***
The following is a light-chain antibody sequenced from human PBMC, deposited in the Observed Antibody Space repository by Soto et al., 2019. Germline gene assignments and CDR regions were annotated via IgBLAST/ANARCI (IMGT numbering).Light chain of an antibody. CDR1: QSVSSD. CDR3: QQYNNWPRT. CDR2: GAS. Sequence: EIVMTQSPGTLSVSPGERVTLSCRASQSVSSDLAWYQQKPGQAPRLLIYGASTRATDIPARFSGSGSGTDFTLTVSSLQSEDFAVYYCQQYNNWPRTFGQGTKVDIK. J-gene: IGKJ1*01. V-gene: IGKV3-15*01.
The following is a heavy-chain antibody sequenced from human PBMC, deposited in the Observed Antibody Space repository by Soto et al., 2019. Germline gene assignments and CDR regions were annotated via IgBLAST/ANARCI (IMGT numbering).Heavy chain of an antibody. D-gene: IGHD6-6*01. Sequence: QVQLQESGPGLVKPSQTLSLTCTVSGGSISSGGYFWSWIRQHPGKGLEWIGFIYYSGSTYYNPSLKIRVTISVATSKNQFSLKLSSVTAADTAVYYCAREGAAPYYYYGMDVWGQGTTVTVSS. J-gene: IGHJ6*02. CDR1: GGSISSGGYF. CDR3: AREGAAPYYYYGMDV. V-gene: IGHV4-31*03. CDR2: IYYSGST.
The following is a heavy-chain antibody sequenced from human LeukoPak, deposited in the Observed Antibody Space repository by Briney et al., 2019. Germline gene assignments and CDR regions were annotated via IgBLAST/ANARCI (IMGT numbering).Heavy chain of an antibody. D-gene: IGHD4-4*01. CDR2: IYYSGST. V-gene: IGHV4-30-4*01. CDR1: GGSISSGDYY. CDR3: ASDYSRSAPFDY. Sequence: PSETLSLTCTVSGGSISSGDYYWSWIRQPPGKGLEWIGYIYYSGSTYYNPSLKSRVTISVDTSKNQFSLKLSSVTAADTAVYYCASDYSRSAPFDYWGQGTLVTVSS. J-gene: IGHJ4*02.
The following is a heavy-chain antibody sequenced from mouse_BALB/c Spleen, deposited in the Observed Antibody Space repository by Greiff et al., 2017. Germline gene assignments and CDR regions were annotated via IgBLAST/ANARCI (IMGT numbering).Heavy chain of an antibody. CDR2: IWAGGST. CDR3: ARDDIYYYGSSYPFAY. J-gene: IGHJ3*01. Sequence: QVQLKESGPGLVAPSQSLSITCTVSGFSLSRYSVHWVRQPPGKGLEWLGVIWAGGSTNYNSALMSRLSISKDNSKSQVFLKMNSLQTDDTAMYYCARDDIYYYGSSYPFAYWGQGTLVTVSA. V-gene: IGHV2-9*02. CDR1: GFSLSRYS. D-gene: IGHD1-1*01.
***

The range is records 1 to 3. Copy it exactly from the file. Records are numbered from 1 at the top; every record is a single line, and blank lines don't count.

The following is a light-chain antibody sequenced from human PBMC, deposited in the Observed Antibody Space repository by Soto et al., 2019. Germline gene assignments and CDR regions were annotated via IgBLAST/ANARCI (IMGT numbering).Light chain of an antibody. CDR1: QSVSSD. CDR3: QQYNNWPRT. CDR2: GAS. Sequence: EIVMTQSPGTLSVSPGERVTLSCRASQSVSSDLAWYQQKPGQAPRLLIYGASTRATDIPARFSGSGSGTDFTLTVSSLQSEDFAVYYCQQYNNWPRTFGQGTKVDIK. J-gene: IGKJ1*01. V-gene: IGKV3-15*01.
The following is a heavy-chain antibody sequenced from human PBMC, deposited in the Observed Antibody Space repository by Soto et al., 2019. Germline gene assignments and CDR regions were annotated via IgBLAST/ANARCI (IMGT numbering).Heavy chain of an antibody. D-gene: IGHD6-6*01. Sequence: QVQLQESGPGLVKPSQTLSLTCTVSGGSISSGGYFWSWIRQHPGKGLEWIGFIYYSGSTYYNPSLKIRVTISVATSKNQFSLKLSSVTAADTAVYYCAREGAAPYYYYGMDVWGQGTTVTVSS. J-gene: IGHJ6*02. CDR1: GGSISSGGYF. CDR3: AREGAAPYYYYGMDV. V-gene: IGHV4-31*03. CDR2: IYYSGST.
The following is a heavy-chain antibody sequenced from human LeukoPak, deposited in the Observed Antibody Space repository by Briney et al., 2019. Germline gene assignments and CDR regions were annotated via IgBLAST/ANARCI (IMGT numbering).Heavy chain of an antibody. D-gene: IGHD4-4*01. CDR2: IYYSGST. V-gene: IGHV4-30-4*01. CDR1: GGSISSGDYY. CDR3: ASDYSRSAPFDY. Sequence: PSETLSLTCTVSGGSISSGDYYWSWIRQPPGKGLEWIGYIYYSGSTYYNPSLKSRVTISVDTSKNQFSLKLSSVTAADTAVYYCASDYSRSAPFDYWGQGTLVTVSS. J-gene: IGHJ4*02.